Then he got a blister on his toe. A nasty blood blister, which kept growing and got infected. It turned into a pressure sore which needed specialist care. Towards the end of April Beaver needed to stay off his foot completely. Luckily we managed to get hold of an old wheelchair from a friend of ours so we  were not entirely house bound. School was off, though, as most of Beaver's school is housed in old buildings on a sloping site - including his Support Unit!

After rest and specialist care, the toe improved. But Beaver was not getting back on his feet easily. He seemed to have lost lots of muscle, and his balance seemed have gone missing. We bought him a walking frame and started a program of exercises to get him walking again.

At the same time, we were still tweaking his Bipolar medication. Beaver was stabilizing, but there were some serious side-effects to be dealt with, most notably significant weight gain.  We trialled a new medication, and the day after we introduced it, Beaver lost control over his bladder. We took the medication off, but the incontinence remained. 

All this made alarm bells ring and our psychiatrist decided the neuro-genetics team needed consulting. 

They came, and they did not like what they saw.

Some eyebrows were raised, some brows were furrowed, and some tests ordered.

Two days later Beaver went to bed shivering and shaking, as if he was in shock. The next morning he woke up and fell out of bed. He had lost control over his left leg.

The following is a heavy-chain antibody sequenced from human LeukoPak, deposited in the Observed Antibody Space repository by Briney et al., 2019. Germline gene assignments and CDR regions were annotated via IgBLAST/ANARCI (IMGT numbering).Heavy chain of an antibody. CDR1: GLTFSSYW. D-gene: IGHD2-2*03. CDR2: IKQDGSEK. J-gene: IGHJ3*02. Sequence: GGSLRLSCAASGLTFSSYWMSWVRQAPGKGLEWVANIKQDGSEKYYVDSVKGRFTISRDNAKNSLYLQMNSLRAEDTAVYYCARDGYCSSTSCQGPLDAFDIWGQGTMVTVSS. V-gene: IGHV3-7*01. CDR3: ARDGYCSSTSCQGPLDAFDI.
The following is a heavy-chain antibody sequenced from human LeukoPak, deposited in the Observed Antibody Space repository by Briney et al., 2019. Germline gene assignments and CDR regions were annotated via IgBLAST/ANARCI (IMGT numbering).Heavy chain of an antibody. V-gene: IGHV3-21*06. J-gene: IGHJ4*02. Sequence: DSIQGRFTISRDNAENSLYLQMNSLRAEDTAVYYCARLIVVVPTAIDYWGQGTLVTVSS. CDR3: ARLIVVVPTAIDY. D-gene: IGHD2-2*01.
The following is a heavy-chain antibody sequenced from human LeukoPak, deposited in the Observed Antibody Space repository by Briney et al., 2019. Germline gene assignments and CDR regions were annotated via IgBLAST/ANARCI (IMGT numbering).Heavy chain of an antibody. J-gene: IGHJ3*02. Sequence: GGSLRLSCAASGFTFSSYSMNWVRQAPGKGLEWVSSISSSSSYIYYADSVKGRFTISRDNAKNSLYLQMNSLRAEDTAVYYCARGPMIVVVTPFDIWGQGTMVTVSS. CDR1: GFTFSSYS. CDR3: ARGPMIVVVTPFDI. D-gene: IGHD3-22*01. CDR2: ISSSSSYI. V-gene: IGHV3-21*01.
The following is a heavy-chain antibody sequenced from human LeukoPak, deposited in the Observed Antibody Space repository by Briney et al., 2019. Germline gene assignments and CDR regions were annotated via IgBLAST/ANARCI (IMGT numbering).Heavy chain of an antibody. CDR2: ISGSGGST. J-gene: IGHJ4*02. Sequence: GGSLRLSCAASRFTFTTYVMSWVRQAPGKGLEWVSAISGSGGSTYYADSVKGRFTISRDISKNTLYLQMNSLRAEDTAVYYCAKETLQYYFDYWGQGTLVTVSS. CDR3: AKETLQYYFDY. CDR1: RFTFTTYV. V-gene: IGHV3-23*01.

We made a video and send it to the neurology team. Within days Beaver had an MRI of his brain and spine under a general anesthetic, a bladder ultrasound, a nerve conduction test. And then some.

We learned the meaning of some new words. Degenerative. Peripheral neuropathy. Demyelination. Neurogenic bladder. Intermittent self-catheterization.   

Thursday, 20 February 2014

Diagnosis 2013-2014


Then, very gently but unmistakably, puberty hit. And with it came a whole new set of acronyms.

Before you become a parent you have certain ideas about life. Then, you have kids, and the process of reassessing starts. And then your kid develops “issues” and you can reassess some more.

We have always favored what people consider a hippie lifestyle. You know the one. Vegetarian, organic, fairtrade, all natural. So how did we end up with a child medicated to the hilt? Ah, parenting…

Puberty hit, the hormone household is thrown upside down and sideways. Our kids turn into cranky monsters while their brain rearranges itself. Normal. Ok. Something every parent deals with – and in our quiet, introspective moments we think back to our teenage years and have to admit to a certain divine retribution.